Observation, Objectivity, and Object Biographies:
Reading Lorraine Daston
Spring 2017 | 1 credit C/NC
This microseminar convenes in conjunction with the visit of Lorraine Daston to the University of Washington as a Katz Distinguished Lecturer in April 2017. Daston is Director of the Max Planck Institute for the History of Science in Berlin and Visiting Professor of Social Thought and History at the University of Chicago. A widely respected historian of science, Daston has published on the history of probability and statistics, wonders in early modern science, the emergence of the scientific fact, scientific models, objects of scientific inquiry, the moral authority of nature, and the history of scientific objectivity. Her recent books include How Reason Almost Lost Its Mind: The Strange Career of Cold War Rationality (co-editor, 2014), Histories of Scientific Observation (co-editor, 2011), and Objectivity (with Peter Galison, 2010).
The focus of this seminar will be on Daston's pivotal publications on historical transformations of ideals of objectivity, biographies of scientific objects, observational practices and conventions of image-making. These have been influential well beyond historical science studies (her home discipline); they have inspired generations of scholars who are committed to integrating historical, philosophical, and social/cultural studies of the sciences. Daston has also written on the divergent disciplinary and interdisciplinary approaches that make up the cognate fields of science, technology & society studies represented in our own graduate Certificate in Science, Technology & Society Studies, so her visit is an occasion to reflect on the vision that animates this program as we conclude our second year.
Sessions meet in Communications 202 unless otherwise noted
The seminar will meet twice before Daston visits the University of Washington, and once after her visit. Seminar participants are expected to attend Daston's Katz lecture and at least one of the other meetings with her listed below.
- Monday, April 3, 3:30-5:30: seminar discussion
- Monday, April 10, 3:30-5:30: seminar discussion
- Wednesday, April 19, 7:00: Katz Distinguished Lecture, 'Algorithms Before Computers: Patterns, Recipes, and Rules' (Kane Hall 210) - NOW ON YOUTUBE! with some photos on FLICKR
- Thursday, April 20: Daston discussion and colloquium
10:00-11:30, morning coffee with Lorraine Daston at the Simpson Center (CMU 204)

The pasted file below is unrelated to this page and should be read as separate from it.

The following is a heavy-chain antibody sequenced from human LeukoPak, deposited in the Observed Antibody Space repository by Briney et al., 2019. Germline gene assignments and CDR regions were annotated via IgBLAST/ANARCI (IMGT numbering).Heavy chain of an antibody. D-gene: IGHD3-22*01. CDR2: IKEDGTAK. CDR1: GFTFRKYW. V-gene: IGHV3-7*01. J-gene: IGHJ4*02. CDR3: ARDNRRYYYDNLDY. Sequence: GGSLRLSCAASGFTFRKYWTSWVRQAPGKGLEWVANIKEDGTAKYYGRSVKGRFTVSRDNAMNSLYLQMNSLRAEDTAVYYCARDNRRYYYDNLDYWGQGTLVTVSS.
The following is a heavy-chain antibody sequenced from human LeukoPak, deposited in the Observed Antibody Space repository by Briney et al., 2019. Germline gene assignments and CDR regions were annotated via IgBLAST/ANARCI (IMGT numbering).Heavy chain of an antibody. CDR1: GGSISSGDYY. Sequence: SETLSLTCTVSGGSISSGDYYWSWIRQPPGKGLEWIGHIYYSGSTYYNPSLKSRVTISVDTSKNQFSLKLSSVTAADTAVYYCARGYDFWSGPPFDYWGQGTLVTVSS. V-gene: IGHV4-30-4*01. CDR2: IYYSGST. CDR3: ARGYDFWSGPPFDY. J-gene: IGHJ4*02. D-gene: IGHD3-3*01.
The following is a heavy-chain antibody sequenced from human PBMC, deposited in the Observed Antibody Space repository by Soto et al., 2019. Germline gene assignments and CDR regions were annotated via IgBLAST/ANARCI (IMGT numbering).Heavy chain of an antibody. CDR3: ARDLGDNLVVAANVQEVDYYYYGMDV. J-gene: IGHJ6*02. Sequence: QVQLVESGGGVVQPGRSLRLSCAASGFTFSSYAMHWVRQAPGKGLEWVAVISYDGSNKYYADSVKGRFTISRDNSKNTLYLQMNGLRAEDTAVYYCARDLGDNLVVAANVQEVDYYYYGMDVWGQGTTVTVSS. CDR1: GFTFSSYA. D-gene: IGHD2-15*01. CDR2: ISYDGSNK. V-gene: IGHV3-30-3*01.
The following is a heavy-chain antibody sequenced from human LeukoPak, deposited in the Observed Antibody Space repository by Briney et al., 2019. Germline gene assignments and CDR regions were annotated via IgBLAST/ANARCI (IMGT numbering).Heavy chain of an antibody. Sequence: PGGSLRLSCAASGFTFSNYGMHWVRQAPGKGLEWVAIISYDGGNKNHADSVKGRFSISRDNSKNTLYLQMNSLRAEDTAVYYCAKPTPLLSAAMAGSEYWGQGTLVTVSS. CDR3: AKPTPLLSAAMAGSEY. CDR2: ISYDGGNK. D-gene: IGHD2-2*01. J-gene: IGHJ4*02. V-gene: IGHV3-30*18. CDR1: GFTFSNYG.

1:30-3:00: Katz public colloquium, 'Big Science and Big Humanities' (CMU 202)
- Monday, April 24, 3:30-5:30: seminar discussion
One common reading on objectivity, objects, and/or observation will be assigned for the two advance seminars. Each member of the seminar will be expected to search out and report on one additional reading that represents an aspect of Daston’s scholarship that is especially relevant to their own research. Assigned readings are available through the "weekly readings" page on this Canvas course website. In addition to recent articles, the sources on which we will draw include:
- Lorraine Daston and Elizabeth Lunbeck, editors (2011) Histories of Scientific Observation (University of Chicago Press).
- Lorraine Daston and Peter Galison (2007) Objectivity (Zone Books).
- Lorraine Daston, editor (2004) Things That Talk: Object Lessons from Art and Science (Zone Books).
- Lorraine Daston, editor (2000) Biographies of Scientific Objects (University of Chicago Press).
Seminar format and requirements
This will be a reading-intensive, discussion-based micro-seminar. The writing requirements take the form of discussion posts:
- two posts for the pre-visit seminars raising questions for discussion of the common readings and reporting on readings selected by participants;
- a final post after Daston's visit reflecting on her visit as a whole and its relevance to participants' own research interests.
C/NC credit for this seminar will be assigned on the basis of the required posts and active participation in discussion. All assignments must be completed to receive credit.
The central goals of this seminar are that you should come away with the following:
- a working knowledge of Daston’s scholarship in areas relevant to your research interests;
- the background necessary for productive engagement with Daston when she visits as the 2017 Katz Lecturer;
- a facility for interdisciplinary communication in and about science, technology and society studies.
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